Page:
Very Old and Rare Books from Martayan Lan
By Michael Stillman
The 36th catalogue of Martyan Lan of New York contains 246 rare books from the 15th to 19th centuries. Most of these works are European in origin, very old, and of considerable significance. Severable are incunables.
The catalogue is divided into sections suitable for different types of collections. The first topic is travel, geography and voyages, followed by the history of science. The latter is divided into astronomy; physics, mathematics and alchemy; and medicine, natural history and mining. Next it moves to arts and humanities, and finally two contemporary portraits, one of Sir Isaac Newton, the other of William Harvey.
For those who collect in these fields, we recommend locating a copy of this catalogue. Most of what you will find is not what you might expect. For example, under travel, geography and voyages, there are no Cooks or Lewis and Clarks. But, here is an incunable concerning the siege of Rhodes in 1480. Rhodes is a Greek island off the Turkish coast that has exchanged hands several times over the past few millennia. Early in the 14th century, control of the island fell to the Knights of St. John, or Knights of Rhodes (later known as the Knights of Malta when they were forced from Rhodes). Item 12 is Obsidionis Rhodie urbis descripto, by Guillaume Caoursin, a member of the Knights. It recounts the siege of 1480 when the Knights, with aid of fortifications, withstood a much larger Ottoman force under Mehmed (Mahomet) II. The Ottoman ruler died before attempting another siege, and the Christian Knights were able to maintain control until 1522, when Suleiman sent an overwhelming force to wrest control of the island for the Turks. It would so remain until the 20th century when recaptured by Europeans. Meanwhile, the Knights would move on to Malta, and continue today as a quasi-government without land. This title, published in 1482, recounts one of the high points of the Knights' long history. Priced at $22,500.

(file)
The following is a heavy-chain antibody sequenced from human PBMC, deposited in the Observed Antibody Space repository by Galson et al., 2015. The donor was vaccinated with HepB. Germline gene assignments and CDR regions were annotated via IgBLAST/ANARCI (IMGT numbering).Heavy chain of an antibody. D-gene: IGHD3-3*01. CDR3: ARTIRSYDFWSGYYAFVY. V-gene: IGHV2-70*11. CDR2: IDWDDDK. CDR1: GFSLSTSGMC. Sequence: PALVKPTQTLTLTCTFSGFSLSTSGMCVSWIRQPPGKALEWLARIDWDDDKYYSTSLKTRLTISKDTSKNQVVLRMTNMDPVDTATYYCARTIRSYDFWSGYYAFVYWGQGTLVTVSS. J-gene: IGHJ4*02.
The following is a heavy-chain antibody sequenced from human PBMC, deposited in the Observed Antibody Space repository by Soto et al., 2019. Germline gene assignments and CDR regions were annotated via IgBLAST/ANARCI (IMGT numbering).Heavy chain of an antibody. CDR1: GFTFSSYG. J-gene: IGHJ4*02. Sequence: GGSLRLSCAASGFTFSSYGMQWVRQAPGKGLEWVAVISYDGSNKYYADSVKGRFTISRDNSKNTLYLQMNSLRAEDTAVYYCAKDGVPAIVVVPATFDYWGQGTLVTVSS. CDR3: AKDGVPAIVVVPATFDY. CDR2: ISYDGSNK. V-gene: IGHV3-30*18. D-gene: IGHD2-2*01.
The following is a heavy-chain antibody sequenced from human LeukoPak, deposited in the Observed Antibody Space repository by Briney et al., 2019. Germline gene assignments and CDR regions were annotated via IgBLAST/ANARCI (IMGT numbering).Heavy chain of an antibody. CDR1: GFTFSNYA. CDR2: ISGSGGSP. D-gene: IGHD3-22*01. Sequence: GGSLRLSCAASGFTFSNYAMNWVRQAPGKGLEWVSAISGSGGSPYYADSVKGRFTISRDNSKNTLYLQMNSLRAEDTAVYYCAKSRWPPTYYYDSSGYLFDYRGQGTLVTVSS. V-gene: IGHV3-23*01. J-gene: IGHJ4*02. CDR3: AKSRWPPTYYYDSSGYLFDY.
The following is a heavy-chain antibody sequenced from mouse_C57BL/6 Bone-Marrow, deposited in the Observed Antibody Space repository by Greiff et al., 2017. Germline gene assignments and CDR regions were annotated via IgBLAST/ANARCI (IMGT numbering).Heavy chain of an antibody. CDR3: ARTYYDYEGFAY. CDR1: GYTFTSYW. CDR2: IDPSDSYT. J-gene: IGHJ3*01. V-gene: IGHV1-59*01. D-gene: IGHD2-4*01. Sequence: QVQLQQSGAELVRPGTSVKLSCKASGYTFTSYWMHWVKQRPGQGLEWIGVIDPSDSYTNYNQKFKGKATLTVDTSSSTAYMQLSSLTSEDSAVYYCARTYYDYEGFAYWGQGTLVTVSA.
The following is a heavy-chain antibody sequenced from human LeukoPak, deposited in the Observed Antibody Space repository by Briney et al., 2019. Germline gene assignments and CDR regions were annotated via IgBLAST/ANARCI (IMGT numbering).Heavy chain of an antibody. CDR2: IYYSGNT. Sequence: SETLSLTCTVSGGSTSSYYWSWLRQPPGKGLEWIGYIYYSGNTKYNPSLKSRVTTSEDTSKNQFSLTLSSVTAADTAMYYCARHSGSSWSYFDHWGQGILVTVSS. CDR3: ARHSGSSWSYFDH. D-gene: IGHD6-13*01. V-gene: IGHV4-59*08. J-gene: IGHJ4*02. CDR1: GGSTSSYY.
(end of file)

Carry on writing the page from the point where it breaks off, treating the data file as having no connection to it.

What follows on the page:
Giovanni Gemelli-Careri undertook one of the most remarkable trips around the world late in the 17th century. He had no ships, no crew. He went alone, availing himself of whatever transportation was available. He was not motivated by trade or missionary work, nor any particular scientific endeavors. He was essentially just a tourist, perhaps the first to complete such a trip around the world. His travels took Gemelli-Careri from his home in Naples to Malta, Egypt, Turkey, Persia, India, China, the Philippines, Mexico, South America, and Cuba. His travelogue, Giro de Mondo, would prove to be very popular and run to many editions. This is a first, six volumes published from 1699-1700. A century later, some would question whether Gemelli-Careri ever made this journey, but his descriptions of places like Mexico and India contain details it is unlikely he could have known without personally visiting the sites. Item 23. $17,000.